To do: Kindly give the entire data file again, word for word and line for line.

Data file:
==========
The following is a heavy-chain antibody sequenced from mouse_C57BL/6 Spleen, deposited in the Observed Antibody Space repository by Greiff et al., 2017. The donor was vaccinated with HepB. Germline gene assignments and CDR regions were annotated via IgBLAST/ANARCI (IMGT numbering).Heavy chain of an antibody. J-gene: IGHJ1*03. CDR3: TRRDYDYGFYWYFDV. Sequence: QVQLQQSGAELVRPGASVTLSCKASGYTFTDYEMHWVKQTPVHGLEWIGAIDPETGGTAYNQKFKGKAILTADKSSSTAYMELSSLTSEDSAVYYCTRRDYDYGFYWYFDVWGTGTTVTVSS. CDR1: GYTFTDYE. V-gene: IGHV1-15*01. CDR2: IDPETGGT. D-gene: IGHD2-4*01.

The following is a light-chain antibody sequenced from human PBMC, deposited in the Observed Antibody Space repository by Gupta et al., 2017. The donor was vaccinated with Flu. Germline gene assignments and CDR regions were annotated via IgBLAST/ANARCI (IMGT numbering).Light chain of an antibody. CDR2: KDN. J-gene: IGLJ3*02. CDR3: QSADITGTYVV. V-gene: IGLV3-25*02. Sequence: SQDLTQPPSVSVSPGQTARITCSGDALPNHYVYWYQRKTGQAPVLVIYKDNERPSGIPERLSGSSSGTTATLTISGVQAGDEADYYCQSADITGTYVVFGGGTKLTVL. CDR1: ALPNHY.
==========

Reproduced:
The following is a heavy-chain antibody sequenced from mouse_C57BL/6 Spleen, deposited in the Observed Antibody Space repository by Greiff et al., 2017. The donor was vaccinated with HepB. Germline gene assignments and CDR regions were annotated via IgBLAST/ANARCI (IMGT numbering).Heavy chain of an antibody. J-gene: IGHJ1*03. CDR3: TRRDYDYGFYWYFDV. Sequence: QVQLQQSGAELVRPGASVTLSCKASGYTFTDYEMHWVKQTPVHGLEWIGAIDPETGGTAYNQKFKGKAILTADKSSSTAYMELSSLTSEDSAVYYCTRRDYDYGFYWYFDVWGTGTTVTVSS. CDR1: GYTFTDYE. V-gene: IGHV1-15*01. CDR2: IDPETGGT. D-gene: IGHD2-4*01.

The following is a light-chain antibody sequenced from human PBMC, deposited in the Observed Antibody Space repository by Gupta et al., 2017. The donor was vaccinated with Flu. Germline gene assignments and CDR regions were annotated via IgBLAST/ANARCI (IMGT numbering).Light chain of an antibody. CDR2: KDN. J-gene: IGLJ3*02. CDR3: QSADITGTYVV. V-gene: IGLV3-25*02. Sequence: SQDLTQPPSVSVSPGQTARITCSGDALPNHYVYWYQRKTGQAPVLVIYKDNERPSGIPERLSGSSSGTTATLTISGVQAGDEADYYCQSADITGTYVVFGGGTKLTVL. CDR1: ALPNHY.